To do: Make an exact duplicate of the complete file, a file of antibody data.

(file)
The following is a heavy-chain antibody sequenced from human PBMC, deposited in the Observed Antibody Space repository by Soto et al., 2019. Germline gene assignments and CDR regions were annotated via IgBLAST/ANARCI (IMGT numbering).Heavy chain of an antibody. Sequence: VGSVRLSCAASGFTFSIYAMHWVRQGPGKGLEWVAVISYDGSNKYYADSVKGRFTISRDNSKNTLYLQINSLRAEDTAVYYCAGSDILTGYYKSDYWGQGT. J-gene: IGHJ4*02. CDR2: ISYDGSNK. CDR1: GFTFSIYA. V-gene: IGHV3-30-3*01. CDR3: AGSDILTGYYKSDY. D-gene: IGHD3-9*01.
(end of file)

The following is a heavy-chain antibody sequenced from human PBMC, deposited in the Observed Antibody Space repository by Soto et al., 2019. Germline gene assignments and CDR regions were annotated via IgBLAST/ANARCI (IMGT numbering).Heavy chain of an antibody. Sequence: VGSVRLSCAASGFTFSIYAMHWVRQGPGKGLEWVAVISYDGSNKYYADSVKGRFTISRDNSKNTLYLQINSLRAEDTAVYYCAGSDILTGYYKSDYWGQGT. J-gene: IGHJ4*02. CDR2: ISYDGSNK. CDR1: GFTFSIYA. V-gene: IGHV3-30-3*01. CDR3: AGSDILTGYYKSDY. D-gene: IGHD3-9*01.